Guard discovery/deanonymisation of the server side is not in our threat model (same reason we are/were considering the HiddenServiceSingleHop mode), and that’s what Vanguards, when employed server-side, protect.

But it may make sense for users to use Vanguards client-side.

That’s my understanding, but I might have it wrong, so welcome thoughts from others.

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It is interesting to note that use of Vanguards probably is distinguishable on the network, same as HiddenServiceSingleHopMode:

The second way your network fingerprint differs when you use this addon is that your guard nodes will see that your Tor client is only connecting to a restricted set of middle hops instead of the whole network (unless you also use that same Tor client to also connect to the external Internet). At this time, there are a lot of other traffic analysis vectors that can be used to fingerprint a hidden service if you control the guard node, though.

This being the case, if we were to implement either option, and both are network distinguishable, and if guard discovery/de-anonymisation of the server side is not a problem we care about (it isn’t), I would choose HiddenServiceSingleHopMode for the performance enhancements.

Because even if the client side’s use of SingleHop mode is distinguishable, they are distinguishable anyway if they are using Vanguards (which they should, to improve their chance of avoiding de-anonymisation by these guard attacks), so ‘distinguishable’ probably can’t be avoided when also seeking extra security.

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Interesting stuff mig5, thanks for looking into it.

Why not ask directly on either the blog post or tor-talk mailing list i.e.

Hi, I’m currently administrating the Whonix server and v2/v3 onions, and we have been debating the possible benefits of using either:

a) Vanguards server-side; or
b) HiddenServiceSingleHopMode

We understand that option A won’t be very helpful server-side, since the server is not really “hidden” i.e. the IP is known and also exists in clearnet etc, although it might be useful client-side for Whonix users.

In relation to option B, we understand it would provide a performance and stability benefit, but have concerns over possible degradation of anonymity for site visitors:

  • Clients may be statistically distinguishable e.g. malicious nodes identifying single hop user traffic and running exploits to unmask users.
  • Increased DDOS risk and threat of other attacks e.g. intersection attacks (?)
  • These are new features that haven’t matured.

We would appreciate your informed opinion on whether you believe option a) or b) should be configured for a significant performance/security benefit, or whether the status quo is preferable for client anonymity.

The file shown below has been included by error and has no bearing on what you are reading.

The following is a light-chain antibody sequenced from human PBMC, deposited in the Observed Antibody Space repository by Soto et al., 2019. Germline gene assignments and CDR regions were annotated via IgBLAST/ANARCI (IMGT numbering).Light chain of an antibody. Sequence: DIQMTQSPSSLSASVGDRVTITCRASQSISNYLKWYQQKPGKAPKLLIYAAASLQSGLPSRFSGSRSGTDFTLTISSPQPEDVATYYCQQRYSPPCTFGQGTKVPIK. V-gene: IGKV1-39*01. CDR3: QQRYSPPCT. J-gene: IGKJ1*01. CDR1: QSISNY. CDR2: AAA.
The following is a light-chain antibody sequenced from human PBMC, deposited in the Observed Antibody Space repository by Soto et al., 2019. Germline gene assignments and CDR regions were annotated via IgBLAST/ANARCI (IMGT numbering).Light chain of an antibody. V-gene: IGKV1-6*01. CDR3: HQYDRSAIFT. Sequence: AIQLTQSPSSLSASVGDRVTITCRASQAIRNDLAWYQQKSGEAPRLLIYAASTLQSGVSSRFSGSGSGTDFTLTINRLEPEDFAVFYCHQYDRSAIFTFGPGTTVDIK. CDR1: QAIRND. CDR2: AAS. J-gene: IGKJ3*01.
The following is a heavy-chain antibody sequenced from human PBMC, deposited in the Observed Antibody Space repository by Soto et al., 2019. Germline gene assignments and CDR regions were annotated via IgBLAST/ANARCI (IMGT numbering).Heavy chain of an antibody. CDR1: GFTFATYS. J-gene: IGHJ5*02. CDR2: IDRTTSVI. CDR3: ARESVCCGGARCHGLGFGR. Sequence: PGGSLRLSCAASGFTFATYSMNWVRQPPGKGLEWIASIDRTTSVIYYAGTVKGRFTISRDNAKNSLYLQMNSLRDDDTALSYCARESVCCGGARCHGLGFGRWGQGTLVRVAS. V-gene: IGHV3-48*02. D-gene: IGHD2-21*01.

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1. Re: Vanguards

mikeperry said

For onion services, the key thing that makes this worthwhile is that the adversary gets to force you to create as many circuits as they like, by continuously connecting to you. So if you are actually under attack, it is strictly better to use restricted second and third layer guards that rotate slower than your circuit creation.

For onion clients, it is a bit more fuzzy since it is harder to get them to build lots of circuits. But, if the adversary only controls a small percentage of the network, you’re still more likely to get lucky than be SOL right away, as you say.

2. Re: hidden services that really want to stay hidden

(perhaps we warn Whonix users configuring hidden services in wiki instructions)

mikeperry said

I’m a little on the yolo side myself but I still deal in science over here. To me, the tradeoffs are clear. If you do not use this addon, the adversary can find your guard in a hot minute (which is much shorter than a wall-clock minute ;), and can use a whole treasure chest of unfixed-in-core-tor attacks to confirm this, observe the guard, and then find your IP address. If you do use this addon, you are making use of the best ways we know of to slow down these attacks. Just a little bit before they go into core-tor.

& (multiple bridges + Vanguard to stymie deanonymization of hosted .onions is better)

Without the vanguards addon, these same attacks will work to find the bridge your onion service is using. So using a bridge by itself is not a defense. However, using a bridge with this addon will provide some additional benefit. Namely, if the bridge is not well-known, it can help obscure the fact that your onion service server is connecting to the Tor network, because the traffic from your onion service into the Tor network will be obfuscated. If meek still works, it is probably the best option, but I think meek no longer works well because the major cloud providers started blocking it – https://arstechnica.com/information-technology/2018/04/google-disables-… – so obfs4 or basket may be the best choice. I would use two bridges.

3. Why longer than 3 hops does SFA for anonymity

(we should add to wiki FAQ, as this shit has come up a few times before):

mikeperry said:

July 20, 2018

In reply to just use 4-hop onions as… by Instead of def… (not verified)
Permalink